.....Advertisement.....
.....Advertisement.....

Today's News

  • Bears learn too at Kingston Elementary

    Keaton Swicegood, left, and Ellie Layne talk into whisperphones as they read library books to their bears on Bring Your Bear to School day at Jennifer Raymer and Elisabeth Igou’s Kingston Elementary kindergarden classroom. 

    This week the students are learning about the letter “B” and are incorporating the bears in all subjects.
    For example Raymer explains how the students will use the bears during Math to help with counting.

  • Lady 'Cats hold off Oneida for District 4-A crown

    With the District 4-A championship on the line, Oliver Springs junior Emily Griffith was not going to let the flu keep her down, as Griffith put on a show Tuesday night in leading the Lady ’Cats to a 56-53 victory over Oneida in the District 4-A Tournament championship game at Wartburg.

    Griffith scored 25 points and dished out six assists despite being visibly tired at times in the contest.

  • More time for Leon Houston?

    The government isn’t happy that Leon Houston’s sentencing range is 10 to 16 months.

    So much so that Assistant United States Attorney David Jennings is planning to present evidence to argue why Houston deserves more time.

    “The calculated guidelines range of 10-16 months does not adequately reflect the criminal history of the defendant, nor his danger to the community,” Jennings said in a court filing last week. “Therefore, the United States will be seeking an upward departure from the guidelines range.”

  • REU breaks usage record

    TVA wasn’t the only one breaking records during the frigid cold snap last month.

    Rockwood Electric Utility also set a record at 7 a.m. on Jan. 7.

    “We had an al-time system peak,” said system engineer Bill Musrock. “We were right at 89 megawatts.”

    The previous record was 86 megawatts in 2009.

    “We have several programs we use to help keep our peaks down. Peak shaving is very valuable to us,” Musrock said.

  • Fleischmann, Wamp good with UAW loss

    Congressman Chuck Fleischmann applauded the outcome of the secret ballot election at the Volkswagen plant in Chattanooga.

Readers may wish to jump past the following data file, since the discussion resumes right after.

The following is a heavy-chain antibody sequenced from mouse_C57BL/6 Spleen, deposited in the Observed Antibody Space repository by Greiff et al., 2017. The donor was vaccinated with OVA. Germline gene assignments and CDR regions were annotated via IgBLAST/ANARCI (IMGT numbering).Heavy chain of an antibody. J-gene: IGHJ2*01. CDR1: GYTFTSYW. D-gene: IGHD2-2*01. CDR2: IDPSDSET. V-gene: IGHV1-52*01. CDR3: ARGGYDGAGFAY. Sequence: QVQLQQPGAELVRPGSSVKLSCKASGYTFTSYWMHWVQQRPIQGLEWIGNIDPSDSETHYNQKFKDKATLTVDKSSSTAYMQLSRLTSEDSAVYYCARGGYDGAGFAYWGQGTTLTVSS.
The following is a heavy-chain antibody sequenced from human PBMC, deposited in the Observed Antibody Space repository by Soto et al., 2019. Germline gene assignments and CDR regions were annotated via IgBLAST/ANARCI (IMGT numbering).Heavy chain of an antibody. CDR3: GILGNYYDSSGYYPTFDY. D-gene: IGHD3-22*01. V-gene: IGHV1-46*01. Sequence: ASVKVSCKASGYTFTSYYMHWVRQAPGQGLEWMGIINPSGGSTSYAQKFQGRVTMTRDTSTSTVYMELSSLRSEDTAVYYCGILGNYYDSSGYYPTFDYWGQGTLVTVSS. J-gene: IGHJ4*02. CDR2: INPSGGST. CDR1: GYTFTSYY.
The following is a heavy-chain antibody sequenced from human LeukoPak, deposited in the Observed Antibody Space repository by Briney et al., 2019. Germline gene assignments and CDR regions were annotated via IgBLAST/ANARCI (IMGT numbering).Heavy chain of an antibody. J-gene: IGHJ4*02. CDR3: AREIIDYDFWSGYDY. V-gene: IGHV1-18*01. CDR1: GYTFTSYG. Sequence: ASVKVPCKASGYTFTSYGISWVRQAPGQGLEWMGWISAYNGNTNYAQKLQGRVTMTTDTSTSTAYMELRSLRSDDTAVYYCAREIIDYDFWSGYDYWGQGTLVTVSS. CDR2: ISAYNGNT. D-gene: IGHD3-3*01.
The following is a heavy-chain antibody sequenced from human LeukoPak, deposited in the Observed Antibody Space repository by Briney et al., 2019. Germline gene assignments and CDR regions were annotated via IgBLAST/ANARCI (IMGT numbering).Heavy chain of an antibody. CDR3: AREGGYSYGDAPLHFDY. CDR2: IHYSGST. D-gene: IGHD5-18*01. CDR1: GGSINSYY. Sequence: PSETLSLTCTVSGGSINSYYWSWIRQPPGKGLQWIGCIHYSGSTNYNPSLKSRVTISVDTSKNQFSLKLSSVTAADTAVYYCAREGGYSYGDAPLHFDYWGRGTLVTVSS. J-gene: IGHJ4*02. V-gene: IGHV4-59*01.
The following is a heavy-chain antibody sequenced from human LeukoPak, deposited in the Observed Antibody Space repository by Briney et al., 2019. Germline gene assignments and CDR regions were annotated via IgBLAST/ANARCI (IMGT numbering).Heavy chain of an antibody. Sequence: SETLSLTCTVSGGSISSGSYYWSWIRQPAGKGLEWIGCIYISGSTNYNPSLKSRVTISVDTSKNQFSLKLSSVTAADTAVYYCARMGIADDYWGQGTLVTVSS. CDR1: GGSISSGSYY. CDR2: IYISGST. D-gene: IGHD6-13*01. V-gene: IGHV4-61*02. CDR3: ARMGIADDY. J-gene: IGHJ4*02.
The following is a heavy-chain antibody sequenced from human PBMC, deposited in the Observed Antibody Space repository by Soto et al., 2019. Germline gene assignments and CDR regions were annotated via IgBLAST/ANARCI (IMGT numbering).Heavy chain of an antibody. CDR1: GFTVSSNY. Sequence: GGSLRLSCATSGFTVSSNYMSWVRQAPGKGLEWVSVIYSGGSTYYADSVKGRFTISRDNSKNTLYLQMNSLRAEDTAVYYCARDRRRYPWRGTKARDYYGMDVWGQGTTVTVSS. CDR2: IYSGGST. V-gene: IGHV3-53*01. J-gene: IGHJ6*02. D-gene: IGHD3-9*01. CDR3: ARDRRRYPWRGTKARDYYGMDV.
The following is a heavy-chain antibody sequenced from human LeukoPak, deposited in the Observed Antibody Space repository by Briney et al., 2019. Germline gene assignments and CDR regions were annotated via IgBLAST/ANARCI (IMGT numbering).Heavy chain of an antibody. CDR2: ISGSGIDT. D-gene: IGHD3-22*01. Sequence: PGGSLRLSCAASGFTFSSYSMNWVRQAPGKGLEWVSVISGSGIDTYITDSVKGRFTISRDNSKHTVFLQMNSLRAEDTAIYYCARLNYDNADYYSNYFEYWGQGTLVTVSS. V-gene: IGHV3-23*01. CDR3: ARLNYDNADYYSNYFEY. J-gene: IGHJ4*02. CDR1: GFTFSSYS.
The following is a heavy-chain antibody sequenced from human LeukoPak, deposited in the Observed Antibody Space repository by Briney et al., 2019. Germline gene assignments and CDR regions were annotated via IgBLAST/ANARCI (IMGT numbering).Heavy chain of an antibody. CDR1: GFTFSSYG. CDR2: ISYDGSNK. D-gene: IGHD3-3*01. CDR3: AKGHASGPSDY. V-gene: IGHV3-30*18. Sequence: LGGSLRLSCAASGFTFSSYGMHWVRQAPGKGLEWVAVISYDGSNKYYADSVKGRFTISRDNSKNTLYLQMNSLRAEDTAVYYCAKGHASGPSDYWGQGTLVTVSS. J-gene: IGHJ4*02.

So did his opponent, Weston Wamp.

    Employees there voted against being represented by the United Auto Workers.

    “I am very happy with the results of this vote,” Fleischmann said in a prepared statement. “Volkswagen has been a wonderful part of Chattanooga, and I look forward to their continued growth.

  • $500 reward offered after field damaged

    Tennessee Eagles Radio Control Club is trying to find out who has been riding a four-wheeler on its flying field, damaging the earth during the wet winter weather in recent weeks.

    There’s even a reward involved.

    Safety officer Bob Freels said club members are willing to pay $500 to someone providing information that leads to an arrest and conviction.

    “It has taken us seven years to get the grass to grow there. We try to take care of it,” said Freels.

  • TVA wants discrimation suit dismissed

    TVA has formally asked for dismissal of a federal lawsuit filed by a Knoxville man last July.

    Corey Hedrick claims he was subjected to racial bullying and sexual harassment while working as a laborer for G.UB.MK Constructors at TVA’s Kingston Fossil Plant in 2011. G.UB.MK had a contract with TVA, the suit said.

    He claims G.UB.MK and TVA retaliated against him when he tried to protect himself from alleged bullying and harassment.

  • GUEST OPINION: Headlight flash can be free speech issue

    By GENE POLICINSKI
    First Amendment Center
    If you associate the First Amendment more with the rarified air of constitutional debate, or powdered wigs and colonial days, try thinking in more modern terms — say speed traps and blinking headlights.

    For most of us, much of the Bill of Rights comes into play infrequently, if ever.

    A few examples: According to a 2013 survey, only one in three U.S. households are home to a firearm (Second Amendment).

  • A better bird

    A stressed cockatoo that was rescued from a house permeating with toxic methamphetamine fumes is finally growing back its feathers.

    “We have been taking it to the vet,” said Charles McPherson of One Stop Pet Shop in Rockwood.

    He took in the bird after it was confiscated from a meth house in Morgan County last year and given to the Roane County Animal Shelter.

    McPherson said the bird was put on antibiotics, but blood tests showed its kidneys might be abnormal.

  • Lady Waves fall at Grace, 58-38

     

    The 2013-14 season ended Friday night for the Midway Lady Waves as John Leffew’s squad came up on the short end of a 58-38 decision against Grace Christian Academy in the opening round of the District 3-A Tournament.

    The Lady Rams grabbed the lead early and never looked back in advancing to the tournament semifinals.